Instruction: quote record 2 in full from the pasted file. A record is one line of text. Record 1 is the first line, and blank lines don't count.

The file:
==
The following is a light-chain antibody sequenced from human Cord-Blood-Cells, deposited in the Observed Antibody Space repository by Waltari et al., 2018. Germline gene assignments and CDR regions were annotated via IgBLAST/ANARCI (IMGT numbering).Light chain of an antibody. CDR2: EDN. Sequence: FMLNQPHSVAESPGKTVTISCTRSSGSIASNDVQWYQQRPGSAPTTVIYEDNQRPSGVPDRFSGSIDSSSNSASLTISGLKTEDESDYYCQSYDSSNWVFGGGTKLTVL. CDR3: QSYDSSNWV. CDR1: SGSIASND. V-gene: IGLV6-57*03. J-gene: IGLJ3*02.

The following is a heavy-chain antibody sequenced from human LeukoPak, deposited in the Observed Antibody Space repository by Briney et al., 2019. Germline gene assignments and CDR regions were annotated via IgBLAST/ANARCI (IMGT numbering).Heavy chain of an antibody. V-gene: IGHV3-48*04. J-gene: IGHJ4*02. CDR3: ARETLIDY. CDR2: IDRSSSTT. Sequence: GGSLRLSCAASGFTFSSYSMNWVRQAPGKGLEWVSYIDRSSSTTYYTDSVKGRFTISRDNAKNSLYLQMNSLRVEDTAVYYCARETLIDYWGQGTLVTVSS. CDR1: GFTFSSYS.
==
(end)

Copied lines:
The following is a heavy-chain antibody sequenced from human LeukoPak, deposited in the Observed Antibody Space repository by Briney et al., 2019. Germline gene assignments and CDR regions were annotated via IgBLAST/ANARCI (IMGT numbering).Heavy chain of an antibody. V-gene: IGHV3-48*04. J-gene: IGHJ4*02. CDR3: ARETLIDY. CDR2: IDRSSSTT. Sequence: GGSLRLSCAASGFTFSSYSMNWVRQAPGKGLEWVSYIDRSSSTTYYTDSVKGRFTISRDNAKNSLYLQMNSLRVEDTAVYYCARETLIDYWGQGTLVTVSS. CDR1: GFTFSSYS.